Editas Medicine’s (EDIT) core capability in genome editing makes use of clustered, regularly interspaced, short palindromic repeats (or CRISPR) technology to create molecules that can specifically edit DNA.
The company’s strategy is to target genetically defined diseases with a focus on debilitating illnesses for which there are no approved treatments and whose genetic bases are well understood.
Ocular diseases and engineered cell medicines are two areas in which Editas’s research programs have matured. The company’s most advanced program targets a specific genetic form of retinal degeneration known as Leber congenital amaurosis type 10.
Editas Medicine aims to file an investigational new drug application for this program by mid-2018. As part of its long-term strategy, Editas Medicine aims to have at least three experimental medicines in early-stage clinical trials and at least two additional experimental medicines in or ready for late-stage clinical trials by the end of 2022.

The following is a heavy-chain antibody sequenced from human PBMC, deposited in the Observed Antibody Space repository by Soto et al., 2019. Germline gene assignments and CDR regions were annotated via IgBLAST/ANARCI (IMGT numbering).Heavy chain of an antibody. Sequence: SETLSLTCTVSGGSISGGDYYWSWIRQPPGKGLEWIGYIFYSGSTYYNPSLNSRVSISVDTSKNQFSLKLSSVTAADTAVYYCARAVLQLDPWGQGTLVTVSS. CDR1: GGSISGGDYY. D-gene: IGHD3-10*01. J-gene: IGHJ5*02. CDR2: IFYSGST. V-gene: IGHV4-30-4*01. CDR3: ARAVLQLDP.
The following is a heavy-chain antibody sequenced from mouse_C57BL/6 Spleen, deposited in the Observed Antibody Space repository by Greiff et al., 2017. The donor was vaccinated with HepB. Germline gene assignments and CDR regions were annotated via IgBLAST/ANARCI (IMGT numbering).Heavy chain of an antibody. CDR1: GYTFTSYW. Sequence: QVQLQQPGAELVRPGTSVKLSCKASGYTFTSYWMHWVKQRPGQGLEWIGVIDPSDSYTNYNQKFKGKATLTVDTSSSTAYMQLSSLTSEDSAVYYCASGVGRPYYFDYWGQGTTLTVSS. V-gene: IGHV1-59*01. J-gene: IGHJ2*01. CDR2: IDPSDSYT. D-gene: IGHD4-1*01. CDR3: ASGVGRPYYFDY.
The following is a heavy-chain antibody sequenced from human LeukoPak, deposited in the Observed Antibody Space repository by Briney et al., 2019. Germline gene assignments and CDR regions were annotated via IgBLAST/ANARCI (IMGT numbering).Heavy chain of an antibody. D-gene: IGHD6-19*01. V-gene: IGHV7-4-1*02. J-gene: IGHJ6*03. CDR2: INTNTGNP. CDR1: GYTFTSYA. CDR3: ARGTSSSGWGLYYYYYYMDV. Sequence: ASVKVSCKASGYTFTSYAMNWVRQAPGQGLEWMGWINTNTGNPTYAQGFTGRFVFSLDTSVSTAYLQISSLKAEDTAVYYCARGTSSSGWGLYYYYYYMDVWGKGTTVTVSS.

Collaboration with Juno Therapeutics
In May 2015, Editas Medicine entered into a collaboration with Celgene’s subsidiary, Juno Therapeutics, to develop novel engineered T cell therapies for cancer. Under this collaboration, Editas has received an up-front payment of $25 million and a milestone payment of $2.5 million so far. Additionally, Editas can receive up to $2 million in research support over the collaboration period of five years. Until the end of March 2018, Editas had recognized $12.3 million in research support from Juno Therapeutics.
In March 2017, Editas entered into a strategic alliance and option agreement with Allergan Pharmaceuticals International to discover, develop, and commercialize new gene-editing medicines for a range of ocular disorders. Under this agreement, Editas received an up-front payment of $90 million from Allergan.
In the next article, we’ll take a look at Editas Medicine’s financial performance.